Add the garam masala and simmer for a further two minutes (do NOT let it boil or the coconut cream could separate).
Make sure the sauce has reduced enough to your liking before adding in the garam masala and coconut cream, as the coconut cream will thin it out a little.
Mix in the lemon juice just before serving and sprinkle a little finely chopped coriander on top (optional, but it looks nice!). Voila, your impressive tasty vegan tikka masala awaits!
If you make this recipe and love it as much as I do, please don’t hesitate to leave a star rating (in the recipe card) and review, or take a picture and tag me on Instagram @the_fiery_vegetarian.
Other recent posts that might interest you:
- Easy Light Lemon Lentil Soup
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- Vegan Dal Tadka Recipe in 25 minutes
- Vegan Gur Cake – a traditional Dublin dessert
- Easy Vegan Irish Stew with Guinness
- 2 tbsp sunflower or canola oil
- 1 large onion, roughly chopped
- 6 large cloves garlic
- 1 ½ inch ginger, roughly chopped
- 1 ½ tsp ground cumin
- 2 tsp ground turmeric
- ½ tbsp ground coriander
- 400g crushed tinned tomatoes
- 1.75 cups water (400 - 420 ml)
- 1 ¼ - 2 tsp kashmiri chili powder (or 1 - 1 ½ tsp cayenne pepper)
- 1 tsp hot smoked paprika
- 1 tsp curry powder
- 1 diced eggplant (small-medium dice)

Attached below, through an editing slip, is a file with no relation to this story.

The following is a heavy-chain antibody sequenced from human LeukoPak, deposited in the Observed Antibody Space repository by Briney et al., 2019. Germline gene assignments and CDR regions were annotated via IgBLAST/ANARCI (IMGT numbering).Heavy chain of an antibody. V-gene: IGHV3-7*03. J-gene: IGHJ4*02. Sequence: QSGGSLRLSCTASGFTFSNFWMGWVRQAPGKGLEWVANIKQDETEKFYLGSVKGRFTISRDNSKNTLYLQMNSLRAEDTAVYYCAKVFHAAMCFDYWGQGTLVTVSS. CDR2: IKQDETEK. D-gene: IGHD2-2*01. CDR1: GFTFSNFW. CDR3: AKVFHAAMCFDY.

- ½ tsp salt
- ½ vegetable stock cube
- 400g cooked garbanzo beans
- 150 ml coconut cream
- 1.5 tbsp sugar
- 1 tbsp garam masala
- 2 tbsp lemon juice
- Fresh chopped coriander to serve (optional)
- Blitz the garlic, ginger and onion in a food processor until smooth.
- Heat the oil in a large non-stick pan or pot over a high heat until it sizzles when you flick a droplet of water in. Tip in the onion-garlic-ginger puree.
- Fry the puree for around four-five minutes stirring often, until lightly browned, and reduce the heat to medium.
- Add the ground cumin, turmeric and coriander and mix well. Saute for two minutes more, stirring just enough to prevent burning.
- Add the tomatoes, water, chili powder/cayenne, paprika, curry powder, eggplant, salt and stock cube.Turn the heat up high, reduce slightly when boiling and allow to cook for ten minutes or until the aubergine is tender.
- Mix in the garbanzo beans, coconut cream, and sugar, and cook over a medium heat for three minutes.
- Add the garam masala and cook for two minutes more.
- Remove from the heat, add the lemon juice and sprinkle fresh coriander on top if desired. Ready to be served.
- I recommend you make sure the aubergine is diced, the tomatoes and water are near, and your spices are measured and portioned out before you start cooking as the initial stages move quickly and things can burn very fast.
- If you don't have a food processor to make the onion-garlic-ginger paste with, you can use a blender, but finely grate the ginger and crush the garlic to make it easier to blend. As a last resort, you can add a little bit of water.
- Will keep in the fridge for up to five days, and also freezes very well.
Serving Size1/3 plate
Amount Per Serving Calories 370Total Fat 22gSaturated Fat 13gTrans Fat 0gUnsaturated Fat 7gCholesterol 0mgSodium 381mgCarbohydrates 41gFiber 11gSugar 13gProtein 10g